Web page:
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Marfa Girl film still, 2 people on a bed
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Larry Clark, film still from Marfa Girl 2

Larry Clark Is Still Making Movies About Young People Fucking

When Larry Clark’s first film Kids was released in 1995 it caused quite a ruckus. A brutal film about sex, drugs, and teen-dom, it pushed the boundaries of polite society. It simply couldn't be made today, something the director himself acknowledged at a 20th anniversary screening a few years back. Clark's films and photography have always made people feel uncomfortable. It's why now, two plus decades and several films into his career and counting, many remain so devoted to the auteur.

No matter how twisted, his bleak narratives and landscapes provide glimpses that are always very profound and impacting, portraying peak nihilistic angst. In his work, he illuminates a cold-but-human netherworld where kids run their own lives and revel in an orgy of one-upmanship, conquests, despair, and the grandeur of drug use. Often, he juxtaposes moral issues like rape and murder with how people react and adapt when they find themselves in these life changing situations. Continuing the trend is his newest film, Marfa Girl 2, his first sequel, which debuts on November 2. VICE talked to Clark by phone to find out why he thought it was important to make a second part to one of his least-known films, 2012's Marfa Girl, how he became a filmmaker, and if he had any idea Kids would blow up like it did. Here’s what he had to say.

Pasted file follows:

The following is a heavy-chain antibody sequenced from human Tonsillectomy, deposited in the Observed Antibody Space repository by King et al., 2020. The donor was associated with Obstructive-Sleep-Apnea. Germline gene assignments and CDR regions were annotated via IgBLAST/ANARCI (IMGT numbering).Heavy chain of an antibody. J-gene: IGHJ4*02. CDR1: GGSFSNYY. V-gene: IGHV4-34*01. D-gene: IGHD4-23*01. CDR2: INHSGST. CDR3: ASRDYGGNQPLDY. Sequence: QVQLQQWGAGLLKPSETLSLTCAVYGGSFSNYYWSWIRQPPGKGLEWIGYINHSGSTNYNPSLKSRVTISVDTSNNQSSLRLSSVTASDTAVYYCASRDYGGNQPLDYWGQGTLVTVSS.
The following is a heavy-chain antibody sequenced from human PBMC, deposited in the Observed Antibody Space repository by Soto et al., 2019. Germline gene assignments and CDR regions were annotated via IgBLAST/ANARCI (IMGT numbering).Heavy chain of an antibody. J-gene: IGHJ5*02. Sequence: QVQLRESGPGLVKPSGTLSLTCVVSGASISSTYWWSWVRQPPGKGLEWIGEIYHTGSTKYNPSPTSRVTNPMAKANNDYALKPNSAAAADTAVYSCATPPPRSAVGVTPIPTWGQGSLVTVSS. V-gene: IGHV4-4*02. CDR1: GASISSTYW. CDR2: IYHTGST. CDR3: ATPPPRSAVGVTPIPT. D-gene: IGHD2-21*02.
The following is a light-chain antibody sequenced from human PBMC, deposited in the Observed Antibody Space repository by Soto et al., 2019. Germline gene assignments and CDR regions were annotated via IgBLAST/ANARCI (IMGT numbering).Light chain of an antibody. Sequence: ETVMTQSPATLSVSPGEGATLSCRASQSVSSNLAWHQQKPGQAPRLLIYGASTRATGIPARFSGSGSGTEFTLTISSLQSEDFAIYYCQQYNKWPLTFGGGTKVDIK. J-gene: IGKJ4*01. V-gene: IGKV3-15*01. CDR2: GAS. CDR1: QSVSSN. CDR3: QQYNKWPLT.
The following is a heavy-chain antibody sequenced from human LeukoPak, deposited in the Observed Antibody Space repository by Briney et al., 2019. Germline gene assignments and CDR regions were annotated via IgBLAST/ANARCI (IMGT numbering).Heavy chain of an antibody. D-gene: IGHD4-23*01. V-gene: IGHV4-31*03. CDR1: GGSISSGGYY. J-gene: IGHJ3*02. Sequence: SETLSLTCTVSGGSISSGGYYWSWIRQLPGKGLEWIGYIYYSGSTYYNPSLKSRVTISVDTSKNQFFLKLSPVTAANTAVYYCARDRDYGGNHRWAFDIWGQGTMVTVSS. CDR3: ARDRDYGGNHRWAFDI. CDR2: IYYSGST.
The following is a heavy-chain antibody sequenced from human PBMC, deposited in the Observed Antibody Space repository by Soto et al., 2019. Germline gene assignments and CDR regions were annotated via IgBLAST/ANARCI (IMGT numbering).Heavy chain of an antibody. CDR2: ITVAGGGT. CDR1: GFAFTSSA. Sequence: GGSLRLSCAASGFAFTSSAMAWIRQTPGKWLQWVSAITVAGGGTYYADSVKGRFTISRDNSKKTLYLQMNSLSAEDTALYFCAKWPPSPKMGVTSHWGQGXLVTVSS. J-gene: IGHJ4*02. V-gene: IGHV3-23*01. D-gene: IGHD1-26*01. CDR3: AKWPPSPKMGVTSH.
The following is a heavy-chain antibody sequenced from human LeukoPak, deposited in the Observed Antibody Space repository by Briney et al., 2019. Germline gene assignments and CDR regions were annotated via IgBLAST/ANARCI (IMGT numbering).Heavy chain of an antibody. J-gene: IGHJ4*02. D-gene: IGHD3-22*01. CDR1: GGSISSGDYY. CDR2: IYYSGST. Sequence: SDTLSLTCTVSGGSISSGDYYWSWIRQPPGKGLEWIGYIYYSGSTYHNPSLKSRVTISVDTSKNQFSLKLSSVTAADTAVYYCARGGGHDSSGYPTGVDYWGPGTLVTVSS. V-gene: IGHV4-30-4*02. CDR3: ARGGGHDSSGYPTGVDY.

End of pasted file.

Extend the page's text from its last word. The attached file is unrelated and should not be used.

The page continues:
Why was it important to you to do a sequel to Marfa Girl?
Well, the film ends and you have no idea what's going to happen to these people. If the girls are going to be pregnant, what's going to happen to the guy who shot the cop, all these questions. The film ends where you don't know what's going to happen to the people, so I wanted to make a film to show what may happen to them. That was the idea.

When you went into Marfa Girl, did you already have this plan for two films, or is it just something that happened with the way the original turned out?
It just happened because of the way the film turned out. I was writing Marfa Girl as I shot it. I would wake up at four in the morning and write, and we would shoot that day what I had written that morning. I was flying by the seat of my pants most of the time. Marfa Girl 2 is made up on the fly. I just started shooting and writing. For me it was really fun to fly by the seat of your pants and just make it up day by day, hour by hour.

View full article at vice.com

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